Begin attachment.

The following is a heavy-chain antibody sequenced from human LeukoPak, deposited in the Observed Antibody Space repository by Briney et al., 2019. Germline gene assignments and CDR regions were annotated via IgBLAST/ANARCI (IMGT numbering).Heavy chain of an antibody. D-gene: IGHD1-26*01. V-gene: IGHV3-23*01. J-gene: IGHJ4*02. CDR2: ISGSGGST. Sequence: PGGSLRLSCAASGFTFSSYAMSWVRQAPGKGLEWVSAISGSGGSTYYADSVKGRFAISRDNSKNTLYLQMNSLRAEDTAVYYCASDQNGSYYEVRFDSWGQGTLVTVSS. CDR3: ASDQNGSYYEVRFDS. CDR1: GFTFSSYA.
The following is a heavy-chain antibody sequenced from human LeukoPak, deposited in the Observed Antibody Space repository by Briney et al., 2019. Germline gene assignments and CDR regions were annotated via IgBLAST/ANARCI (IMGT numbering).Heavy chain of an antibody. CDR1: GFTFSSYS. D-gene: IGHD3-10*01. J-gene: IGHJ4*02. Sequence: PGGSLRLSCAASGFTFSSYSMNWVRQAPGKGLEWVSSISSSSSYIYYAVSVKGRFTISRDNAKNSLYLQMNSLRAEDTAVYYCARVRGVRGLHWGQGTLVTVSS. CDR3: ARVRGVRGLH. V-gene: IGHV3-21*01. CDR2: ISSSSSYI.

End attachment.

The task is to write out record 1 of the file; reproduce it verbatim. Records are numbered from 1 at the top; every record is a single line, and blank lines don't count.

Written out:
The following is a heavy-chain antibody sequenced from human LeukoPak, deposited in the Observed Antibody Space repository by Briney et al., 2019. Germline gene assignments and CDR regions were annotated via IgBLAST/ANARCI (IMGT numbering).Heavy chain of an antibody. D-gene: IGHD1-26*01. V-gene: IGHV3-23*01. J-gene: IGHJ4*02. CDR2: ISGSGGST. Sequence: PGGSLRLSCAASGFTFSSYAMSWVRQAPGKGLEWVSAISGSGGSTYYADSVKGRFAISRDNSKNTLYLQMNSLRAEDTAVYYCASDQNGSYYEVRFDSWGQGTLVTVSS. CDR3: ASDQNGSYYEVRFDS. CDR1: GFTFSSYA.